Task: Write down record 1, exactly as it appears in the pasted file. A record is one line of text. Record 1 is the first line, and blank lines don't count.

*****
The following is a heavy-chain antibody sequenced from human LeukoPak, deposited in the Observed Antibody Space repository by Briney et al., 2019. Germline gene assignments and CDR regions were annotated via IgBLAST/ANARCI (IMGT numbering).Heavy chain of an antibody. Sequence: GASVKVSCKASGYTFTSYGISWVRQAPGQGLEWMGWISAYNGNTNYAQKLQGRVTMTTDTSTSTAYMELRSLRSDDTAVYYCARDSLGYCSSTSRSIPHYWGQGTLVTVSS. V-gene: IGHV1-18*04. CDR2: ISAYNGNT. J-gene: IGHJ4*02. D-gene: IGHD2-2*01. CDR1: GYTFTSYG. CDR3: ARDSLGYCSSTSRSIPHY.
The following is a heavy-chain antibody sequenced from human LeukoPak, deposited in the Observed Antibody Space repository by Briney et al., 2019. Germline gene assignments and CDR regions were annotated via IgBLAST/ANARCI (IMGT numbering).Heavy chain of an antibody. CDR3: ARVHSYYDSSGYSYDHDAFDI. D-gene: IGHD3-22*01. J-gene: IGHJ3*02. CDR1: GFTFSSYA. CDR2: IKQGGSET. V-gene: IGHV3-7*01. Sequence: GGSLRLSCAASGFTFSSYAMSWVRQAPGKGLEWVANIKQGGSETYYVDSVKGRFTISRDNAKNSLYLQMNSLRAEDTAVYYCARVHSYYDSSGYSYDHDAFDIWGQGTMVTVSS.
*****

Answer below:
The following is a heavy-chain antibody sequenced from human LeukoPak, deposited in the Observed Antibody Space repository by Briney et al., 2019. Germline gene assignments and CDR regions were annotated via IgBLAST/ANARCI (IMGT numbering).Heavy chain of an antibody. Sequence: GASVKVSCKASGYTFTSYGISWVRQAPGQGLEWMGWISAYNGNTNYAQKLQGRVTMTTDTSTSTAYMELRSLRSDDTAVYYCARDSLGYCSSTSRSIPHYWGQGTLVTVSS. V-gene: IGHV1-18*04. CDR2: ISAYNGNT. J-gene: IGHJ4*02. D-gene: IGHD2-2*01. CDR1: GYTFTSYG. CDR3: ARDSLGYCSSTSRSIPHY.